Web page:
The reign of West Texas Intermediate WTI light sweet crude as the international standard for Crude Oil pricing has been eroding for a few years. It is now certain that WTI will be replaced in Y 2013 by Brent Crude as the international standard.
The S&P GSCI commodities index has already raised its weighting on Brent to 22.34% of the index beginning in January, and lowered the weighting of WTI from nearly 31% to 24.71%. The reason: there are more Brent bbls available. Higher volume means more liquidity and more opportunities for trading.
The problem with WTI is that it is landlocked within the US, and pricing is settled at Cushing, Oklahoma, where there is limited pipeline availability to move WTI.
Virtually no WTI is loaded on tankers for sale anywhere else in the world, and notwithstanding recent projections from the International Energy Agency, it is not likely that significant volumes of WTI will ever be sold abroad.
The situation is even more lopsided in futures, where Brent futures traded on the InterContinental Exchange (NYSE:ICE) now outnumber WTI futures traded on the Nymex by about 30,000 contracts a day. The combined volumes on both exchanges still favors WTI, but Brent is rapidly closing the gap according to the data.
The options market is where Brent has made its largest gains although it still trails WTI by a substantial margin, both Southwest Airlines Co (NYSE: LUV) and Delta Air Lines Co. (NYSE: DAL) have switched to Brent to hedge their exposure to jet fuel prices.
Brent trades today at a spread of about $23 bbl higher than WTI.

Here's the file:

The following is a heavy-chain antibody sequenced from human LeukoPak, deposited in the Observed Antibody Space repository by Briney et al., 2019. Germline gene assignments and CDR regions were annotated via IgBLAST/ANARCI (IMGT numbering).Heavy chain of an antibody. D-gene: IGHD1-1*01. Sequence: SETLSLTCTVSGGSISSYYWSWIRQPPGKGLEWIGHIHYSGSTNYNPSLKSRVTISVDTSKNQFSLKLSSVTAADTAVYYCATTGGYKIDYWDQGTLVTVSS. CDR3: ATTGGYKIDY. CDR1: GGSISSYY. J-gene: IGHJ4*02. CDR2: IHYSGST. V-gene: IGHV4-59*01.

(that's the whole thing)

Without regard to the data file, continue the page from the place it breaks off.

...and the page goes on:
That gap, due in large part to increased production in the US and a lack of infrastructure to move WTI out of the Midwest, is expected to close with WTI prices rising to meet Brent pricing.
Crude Oil producers will welcome the shift, refiners will not, and US drivers will end up paying higher prices at the pump. It may take a while for this all to shake out, but the 1st big step has already been taken.
Paul A. Ebeling, Jnr.
Paul A. Ebeling, Jnr. writes and publishes The Red Roadmaster’s Technical Report on the US Major Market Indices, a weekly, highly-regarded financial market letter, read by opinion makers, business leaders and organizations around the world.
Paul A. Ebeling, Jnr has studied the global financial and stock markets since 1984, following a successful business career that included investment banking, and market and business analysis. He is a specialist in equities/commodities, and an accomplished chart reader who advises technicians with regard to Major Indices Resistance/Support Levels.
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